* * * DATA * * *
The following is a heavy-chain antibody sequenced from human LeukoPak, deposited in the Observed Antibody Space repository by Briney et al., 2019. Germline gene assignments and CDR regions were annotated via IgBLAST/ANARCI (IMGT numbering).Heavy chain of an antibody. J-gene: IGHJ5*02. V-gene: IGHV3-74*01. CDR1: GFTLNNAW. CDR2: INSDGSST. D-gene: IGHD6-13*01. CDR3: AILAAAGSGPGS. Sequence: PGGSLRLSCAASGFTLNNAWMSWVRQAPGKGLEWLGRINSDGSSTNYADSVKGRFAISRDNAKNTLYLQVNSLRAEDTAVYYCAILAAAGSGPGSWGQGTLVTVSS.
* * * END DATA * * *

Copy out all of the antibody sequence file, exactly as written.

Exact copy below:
The following is a heavy-chain antibody sequenced from human LeukoPak, deposited in the Observed Antibody Space repository by Briney et al., 2019. Germline gene assignments and CDR regions were annotated via IgBLAST/ANARCI (IMGT numbering).Heavy chain of an antibody. J-gene: IGHJ5*02. V-gene: IGHV3-74*01. CDR1: GFTLNNAW. CDR2: INSDGSST. D-gene: IGHD6-13*01. CDR3: AILAAAGSGPGS. Sequence: PGGSLRLSCAASGFTLNNAWMSWVRQAPGKGLEWLGRINSDGSSTNYADSVKGRFAISRDNAKNTLYLQVNSLRAEDTAVYYCAILAAAGSGPGSWGQGTLVTVSS.